How to Introduce Your Dog to Water for the First Time

Days at the lake, ocean, and river are more fun when your furry best friend can jump in the water and cool down with you. Many dogs are naturally good swimmers and are eager to join you for a splash or swim. However, introducing a dog to water can have a large impact on how your pet feels about swimming now and in the future.

As with many dog training tactics, it’s best to familiarize your pup to the water slowly and have a reliable plan in place. This guide will provide simple steps to a successful introduction as well as advice on how to measure your pet’s progress and common mistakes to avoid. It's time to stop leaving your furry pal on the shore and start swimming.

Steps for a Fun and Successful Start

Introducing your dog to swimming requires time and patience. Follow these steps progressively and slowly to help your pup feel comfortable — and eventually reduce all hesitation — with jumping right in the water:


Start by entering a shallow body of water with your pet. This should be easy because most dogs do not enjoy being left on shore while their handlers are wading in the water. Start in the shallows without any expectations of swimming. Continue with this step until your pup is comfortable in shallow water.


Next, bring your pup’s favorite toy into the water. This can be a ball, stuffed animal or any item with which your pet often plays or retrieves. Be careful to avoid any areas that have steep drop-offs that could cause your pet to lose footing and become scared.


As your pet gets comfortable with each throw, start tossing the toy slightly farther each time. Each toss should be only 1 or 2 feet farther than the last. 


Eventually, start tossing the toy far enough that your dog has to swim to retrieve it. The first few tries may involve leading your dog toward the object, but pups often catch on quickly.


Encourage your dog with verbal rewards as well as other treats or toys. This allows the dog to associate the water or swimming with a positive experience. Even if it doesn’t swim during the first attempt, your pup will be more interested in going back for another try with positive reinforcement. 


Throughout the process, remember to limit other distractions. It’s best to introduce your dog to the water where there aren’t any kids, boats, additional dogs or other distractions nearby. 

Common Mistakes

It’s easy to get frustrated during the slow process of teaching your dog to swim, and those vexations often lead to mistakes. These are a few faux pas that should always be avoided when introducing your dog to water:


Don’t toss your dog into the water. Many dogs have a swimming instinct, but throwing them in and forcing them to swim immediately can be traumatic for the pet. It can also cause your dog to inhale water in an unhealthy or even fatal manner. 


Similar to the previous tip, it’s important not to ever drag your dog into the water. You may feel inclined to tug your dog’s leash or collar to coax it in, but this can cause anxiety that it could later associate with any body of water. Tugging your pet in with you can make the process of water introduction much more difficult down the road.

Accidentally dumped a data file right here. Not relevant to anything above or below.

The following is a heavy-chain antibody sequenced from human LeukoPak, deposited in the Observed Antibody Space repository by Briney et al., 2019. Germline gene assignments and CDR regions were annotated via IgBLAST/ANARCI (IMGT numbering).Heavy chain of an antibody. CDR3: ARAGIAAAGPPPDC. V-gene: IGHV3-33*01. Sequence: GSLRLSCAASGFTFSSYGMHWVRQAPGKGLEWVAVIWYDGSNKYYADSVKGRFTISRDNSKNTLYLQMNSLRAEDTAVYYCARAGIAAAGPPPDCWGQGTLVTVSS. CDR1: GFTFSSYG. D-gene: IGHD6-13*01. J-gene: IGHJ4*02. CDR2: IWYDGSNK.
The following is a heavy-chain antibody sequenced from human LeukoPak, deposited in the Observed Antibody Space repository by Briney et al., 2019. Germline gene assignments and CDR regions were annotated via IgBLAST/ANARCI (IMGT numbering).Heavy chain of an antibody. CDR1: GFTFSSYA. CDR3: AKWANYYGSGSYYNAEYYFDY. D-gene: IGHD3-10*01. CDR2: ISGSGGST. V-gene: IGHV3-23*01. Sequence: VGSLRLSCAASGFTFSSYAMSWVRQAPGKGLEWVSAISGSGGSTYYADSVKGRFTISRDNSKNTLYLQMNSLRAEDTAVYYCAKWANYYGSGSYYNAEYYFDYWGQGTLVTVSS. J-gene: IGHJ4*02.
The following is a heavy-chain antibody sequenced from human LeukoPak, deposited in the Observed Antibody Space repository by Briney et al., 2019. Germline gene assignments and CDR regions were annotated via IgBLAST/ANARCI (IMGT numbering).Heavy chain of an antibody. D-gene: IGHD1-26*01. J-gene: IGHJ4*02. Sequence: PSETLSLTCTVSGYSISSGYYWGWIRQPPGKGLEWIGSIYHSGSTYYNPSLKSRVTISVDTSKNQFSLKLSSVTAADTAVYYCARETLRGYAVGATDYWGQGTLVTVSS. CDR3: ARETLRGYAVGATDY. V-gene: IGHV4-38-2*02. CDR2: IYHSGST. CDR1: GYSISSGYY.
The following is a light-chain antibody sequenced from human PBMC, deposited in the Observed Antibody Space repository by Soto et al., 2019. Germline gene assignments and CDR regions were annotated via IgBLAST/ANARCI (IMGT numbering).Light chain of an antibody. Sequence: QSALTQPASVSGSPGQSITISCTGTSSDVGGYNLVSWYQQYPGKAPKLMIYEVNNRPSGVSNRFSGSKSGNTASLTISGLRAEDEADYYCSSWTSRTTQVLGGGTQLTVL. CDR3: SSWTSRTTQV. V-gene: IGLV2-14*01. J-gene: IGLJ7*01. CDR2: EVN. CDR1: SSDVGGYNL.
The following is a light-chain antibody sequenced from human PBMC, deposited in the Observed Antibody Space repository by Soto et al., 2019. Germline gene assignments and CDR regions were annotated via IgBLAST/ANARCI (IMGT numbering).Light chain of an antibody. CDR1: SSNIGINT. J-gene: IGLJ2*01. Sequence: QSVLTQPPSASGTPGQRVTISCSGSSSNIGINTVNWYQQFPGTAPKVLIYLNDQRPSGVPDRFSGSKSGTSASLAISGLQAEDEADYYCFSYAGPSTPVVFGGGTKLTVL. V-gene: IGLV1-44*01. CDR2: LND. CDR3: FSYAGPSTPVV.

Don’t forget about the weather. Not all dogs are comfortable swimming in cold water or inclement weather. Spring and summer generally offer the most comfortable weather and water temperatures for dogs to swim.


Don’t expect your dog to be a swimmer. It’s true that many dogs can swim without any teaching, but that’s not the case for every breed. You must always be prepared to jump in the water and save your dog if it is unable to swim. Some dogs just never learn to like the water — that’s OK, too. 


Don’t cause anxiety with other water experiences. An easy way to steer your dog away from enjoying the water is by bathing it in uncomfortable ways, such as with a high-powered nozzle or extremely hot or cold water. A shivering dog is a sign that the water is too cold.  

Measuring Progress

One day your pup may be having a blast retrieving its favorite ball in the water, and the next it doesn’t want to go near it. It can be difficult to judge whether your pet is improving at swimming or not, especially when it can take several days in the water to get your pet comfortable.

Keep in mind that swimming for dogs is a gradual buildup, and it’s best to have your dog wade into the water with you at first. Later, you’ll be able to throw an item once you’ve waded into the water together. Eventually, you can throw an item from shore for your pet to retrieve.

In addition to measuring progress, it’s essential to note that some dogs simply cannot or don’t want to swim. Retrievers, Newfoundlands, poodles and other aquatic breeds will likely take to swimming quite quickly.

However, bulldogs, corgis, greyhounds, basset hounds, and several other breeds tend to have much more difficulty learning to swim. Some simply don’t learn at all.

A dog life jacket can be an excellent solution for pets that have difficulty swimming. This tool can put you, as an owner, at ease when aboard a boat, on a dock or near a body of water.

It’s Time to Get Wet!

Dachshund with life-jacket getting ready for first swim

Teaching your dog to enjoy the water is an activity that can be exciting and productive for both of you. Make the process a gradual one, bring a favorite toy to toss, and don’t forget plenty of treats and rewards for a job well done. A positive first experience in the water for your pet means you’ll be enjoying lakes, rivers and the ocean together in no time.

Additional Resource: Dog Lover’s Towel a distribution company best known for its flagship product, The Absorber. 

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